Woman 'Forced Into Prostitution' To Pay Airfare


Tribune Staff Reporter


A JURY heard evidence yesterday from the second of two women who allege they were victims of human trafficking.

The woman, whose name is being withheld for her protection, testified that she came across an advertisement in her home country’s local newspaper looking for a person wanting to work as a masseuse in The Bahamas.

She said she called the telephone number on the ad and met up with a woman she called “Tash”, who booked her airfare to Nassau.

However, they then boarded another plane upon arrival and interaction with immigration, to go to another island she did not know.

As the complainant gave her evidence, 24-year-old Chevanese “Sasha” Hall sat in the prisoner’s dock, listening and quietly talking with her lawyers, Brian Dorsett and Benjamin McKinney.

She is charged with four counts of trafficking of a person, and two counts of unlawful withholding of papers, alleged to have been committed between January 10 and 28, 2013. Hall denies the charges.

Vinette Graham-Allen, director of public prosecutions, and Eucal Bonaby are prosecuting the case.

Jiaram Mangra, Brian Dorsett and Benjamin McKinney are defending Hall.

Yesterday, the complainant said she and another woman were taken to an apartment where they were given a room to share, but their passports were taken from them.

The complainant said she was told that she would have to do prostitution in order to payback her airfare and rent for the time that she was staying in the apartment.

The witness said that on the following evening after her arrival, she was dropped off at a bar by Sam and “Tash“ in the care of the bar owner.

The complainant said she didn’t know any of the patrons in the bar so she went outside.

It was here that she was approached by a man asking to take her home. The witness said the bar owner told her it was okay to go with the man who was prepared to pay her $200 for the night.

“So I went with him,” the complainant said.

“Did he tell you his name?” Graham-Allen asked.

“No, he didn’t tell me his name yet,” the complainant said, adding that she left the bar with him, they began talking and she told him of her dilemma.

They talked until they got to his home where she said she was drinking and the two eventually had sex.

The next morning, she was preparing to go back to the bar when the man she’d slept with asked her if she really wanted to go back.

“I started to cry and I tell him I have to do it. I have no choice, I have to pay her back for the plane fare,” the jury heard from the witness.

“He said stay and he would help me get the ticket money,” she said, then noting that he later advised her to go back to the bar and took her there that evening to speak to the owner.

She said she told the bar owner of her dilemma and he claimed that he didn’t know she was in such a situation. However, she said she was scared of what would happen next when she later saw him on the phone.

This prompted her to run from the bar and onto the road until a passer-by asked her if she was okay. The passer-by offered to take her to get items from downtown before she returned to the home of the man she had spent the night with.

However, she said no sex occurred for the next few days that she was there before the man took her to the police station to report the matter, which she did.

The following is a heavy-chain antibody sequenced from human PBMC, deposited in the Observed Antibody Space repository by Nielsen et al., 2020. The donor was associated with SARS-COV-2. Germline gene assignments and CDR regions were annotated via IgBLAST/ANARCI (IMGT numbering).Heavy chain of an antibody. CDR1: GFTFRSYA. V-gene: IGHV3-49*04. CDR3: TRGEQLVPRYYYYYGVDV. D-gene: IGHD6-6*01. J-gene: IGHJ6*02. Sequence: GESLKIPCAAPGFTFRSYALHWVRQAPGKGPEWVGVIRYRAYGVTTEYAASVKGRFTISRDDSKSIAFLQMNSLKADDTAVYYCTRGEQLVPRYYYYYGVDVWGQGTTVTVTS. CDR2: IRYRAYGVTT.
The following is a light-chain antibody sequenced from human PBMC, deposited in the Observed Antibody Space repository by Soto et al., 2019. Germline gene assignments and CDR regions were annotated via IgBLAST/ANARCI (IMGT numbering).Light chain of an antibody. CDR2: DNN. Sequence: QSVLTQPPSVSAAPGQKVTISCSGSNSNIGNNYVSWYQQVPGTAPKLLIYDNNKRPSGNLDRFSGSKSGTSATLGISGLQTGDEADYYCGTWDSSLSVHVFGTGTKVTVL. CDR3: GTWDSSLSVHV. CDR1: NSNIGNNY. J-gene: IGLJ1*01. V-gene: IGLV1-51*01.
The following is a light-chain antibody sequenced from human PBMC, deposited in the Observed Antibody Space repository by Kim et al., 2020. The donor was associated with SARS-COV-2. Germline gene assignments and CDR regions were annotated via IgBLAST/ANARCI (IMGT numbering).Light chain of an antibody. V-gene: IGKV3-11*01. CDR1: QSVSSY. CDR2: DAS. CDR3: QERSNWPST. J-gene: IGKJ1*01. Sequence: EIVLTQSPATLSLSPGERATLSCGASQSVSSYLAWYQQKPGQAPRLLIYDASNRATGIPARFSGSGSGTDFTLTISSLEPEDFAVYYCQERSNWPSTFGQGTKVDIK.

In cross-examination, Mr Mangra asked the complainant if she could not travel back to her home country without her passport. The complainant said she could not.

“I suggest that you did not travel back because you didn’t want to,” the lawyer said.

“That’s not true,” the complainant answered.

“You came here knowing what you were going and wanted to do,” the lawyer further suggested. The complainant disagreed with this suggestion.

When asked about her previous working experience, the complainant admitted that she had no training as a masseuse and had only worked as a cleaner in a doctors office and as a waitress for a Chinese restaurant.

“But I wanted a job,” she added.

“Was it impossible to find a job in your home country?” the lawyer asked.

“Yes. I was trying. I always looked in the classifieds looking for something to do and I come across the ad so I called the number on it,” she answered, adding that the jobs she would have preferred were not available.

Mr Mangra asked the complainant if she had returned to The Bahamas after going to the police and immigration regarding the alleged events.

She admitted she left the Bahamas at the end of June 2013 and returned in August where she remained for five months, but she insisted it was because of the case in question.

Mr Mangra suggested to her that there was no case or trial going on that required her presence in The Bahamas last year and that she had no reason to stay when she, in her own testimony, had repeatedly said how much she wanted to go back to her home country.

The complainant disagreed with the suggestion and said: “I wanted to stay because I had the court case and because I wanted a job because I have my children back at home.”

Mr Mangra asked her if she brought a medical report and/or police record with her in January 2013 when she was coming to apply for work. The complainant said she did not.

“And you expect us to believe you seriously came here to get a job?” the lawyer asked.

The witness said she did not know what documents were required to apply for a job in The Bahamas.

“It was my first time travelling,” she replied.

The cross-examination of the complainant continues today before Senior Justice Jon Isaacs.

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